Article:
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In Fear (2013)

First published by Sight & Sound, December 2013

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Synopsis: Ireland, present day. Following a minor run-in with the local pub’s all-male clientèle, Lucy and Tom (who met two weeks earlier) agree to spend the night together in the Kilarney House Hotel en route to a music festival. Conflicting roadside signs lead the couple in circles, and as darkness falls, their disorientation gives way to rising panic. Not long after they are nearly crushed by a falling tree, Lucy sees a masked figure standing behind Tom as he pees. Later they find Lucy’s clothes strewn across the road – and a man drags Lucy from the car before fleeing into the night.

Driving off in terror, they sideswipe Max who, claiming to have been attacked by locals, asks for a lift to the hotel for help. Max eventually reveals that he has been manipulating them all along. After terrorising Lucy into admitting that she would rather Max kill Tom than kill her, Max walks away. Tom goes after Max in a murderous rage, but Max easily breaks Tom’s finger. Out of petrol, Tom and Lucy flee into the dark woods. Lucy returns to find the car’s fuel replenished. Max gives chase, goading her to go faster. Lucy finds Tom dead in the boot, his mouth connected by a tube to the exhaust pipe. At dawn, as Max stands waiting in the middle of the road, Lucy speeds the car towards him.

Review: “Pink or blue?… Running or walking?… Naked or clothed?… Gun or knife?”

Parked in the dark on the side of a country lane, Tom (Iain De Caestecker, The Comedian, Shell) poses these disjunctive questions to his companion Lucy (Alice Englert, Ginger and Rose, Beautiful Creatures) as a kind of (off-)road game designed to distract them both from their current predicament – although his very mention of flight, exposure and weapons also lets all their anxieties return via a back route.

The previous afternoon, driving to a hotel in the Irish backwoods where they hoped to consummate their budding relationship and – maybe – to forge a future together, Tom and Lucy had come to a fork in the road. The sign said they should go left, the map said they should go right – but no matter which way they turned, they kept being led back in circles to this same fork, until a growing sense of uncertainty, disorientation and fear had led Tom to declare: “I’m stopping. There’s no point going on. I don’t know where we’re going,” in words that, like a crossroads, split neatly three ways between the geographical, the psychological and the existential. For the fork in the road, with its unreliable sign, represents a loaded question. Like Tom’s word games, it offers up binary oppositions less mutually exclusive than they first appear, much as the same Tom who in early scenes will boast, “I’m a lover, I’m not a fighter,” will later be seen rolling in the primordial mud with a fellow human whom he expressly intends to kill, while Lucy too will be terrorised into making a false (yet ultimately true) choice between Tom’s life and her own.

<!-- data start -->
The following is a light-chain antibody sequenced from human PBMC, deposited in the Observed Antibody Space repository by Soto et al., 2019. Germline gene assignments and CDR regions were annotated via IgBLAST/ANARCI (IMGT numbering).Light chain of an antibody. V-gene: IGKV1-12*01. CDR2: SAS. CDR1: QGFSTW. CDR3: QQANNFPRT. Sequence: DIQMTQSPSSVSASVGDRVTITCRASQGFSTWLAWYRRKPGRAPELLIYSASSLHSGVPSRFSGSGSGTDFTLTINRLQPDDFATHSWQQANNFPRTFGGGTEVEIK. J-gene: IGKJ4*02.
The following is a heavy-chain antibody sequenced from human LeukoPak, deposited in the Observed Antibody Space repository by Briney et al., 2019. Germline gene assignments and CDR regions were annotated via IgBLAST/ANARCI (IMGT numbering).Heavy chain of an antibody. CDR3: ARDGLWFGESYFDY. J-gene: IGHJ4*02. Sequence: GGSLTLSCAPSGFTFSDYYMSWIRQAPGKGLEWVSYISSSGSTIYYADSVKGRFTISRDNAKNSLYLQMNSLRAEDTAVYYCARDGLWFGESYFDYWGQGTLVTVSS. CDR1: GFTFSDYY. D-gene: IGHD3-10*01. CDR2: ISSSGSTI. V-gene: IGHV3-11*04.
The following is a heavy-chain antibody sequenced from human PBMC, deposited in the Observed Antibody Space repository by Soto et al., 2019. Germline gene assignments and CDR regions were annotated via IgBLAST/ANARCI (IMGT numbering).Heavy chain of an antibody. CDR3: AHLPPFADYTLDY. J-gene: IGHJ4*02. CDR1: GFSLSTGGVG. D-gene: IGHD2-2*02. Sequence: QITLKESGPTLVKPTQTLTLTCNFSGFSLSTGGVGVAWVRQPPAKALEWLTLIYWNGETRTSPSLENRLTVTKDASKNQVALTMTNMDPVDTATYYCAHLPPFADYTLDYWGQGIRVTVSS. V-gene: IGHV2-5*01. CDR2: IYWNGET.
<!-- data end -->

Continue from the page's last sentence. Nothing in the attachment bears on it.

There is an external antagonist too in Jeremy Lovering’s In Fear – a malevolent stranger (played by Allen Leech) who, for reasons never explained, plays on the couple’s fears and drives them to transgress their own behavioural norms; but given the unconventional way in which the film was made, with the script and story kept from the two leads so that from one moment to the next they had no idea what was coming around the corner, one might regard this deeply irrational villain as a stand-in for the writer/director himself, manipulating, testing and pushing his human playthings right to – and beyond – the limits of their comfort zones, towards an ending half-planned, half-improvised, and utterly unresolved.

So while all the signs in this vehicular horror thriller may point towards genre scenarios familiar from Roadgames (1981), The Hitcher (1986), Wolf Creek (2005) and Gone (2006), Lovering takes his characters and viewers alike on a circular trip where choices, moral and otherwise, form narrative forks whose divergent paths keep leading in the same (non-)direction. In their confrontation with an evil trickster, Tom and Lucy are shown that what they most fear in the dark cuts both ways, as they perceive with horrified revulsion their own capacity, in extremis, for selfishness and murder. Add to this David Katznelson’s tight camerawork and some very well-managed tension, and Lovering’s impressive feature debut travels an unsettling road to nowhere.

Anton Bitel

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This entry was posted on June 20, 2014 by in Uncategorized and tagged , , , , , .

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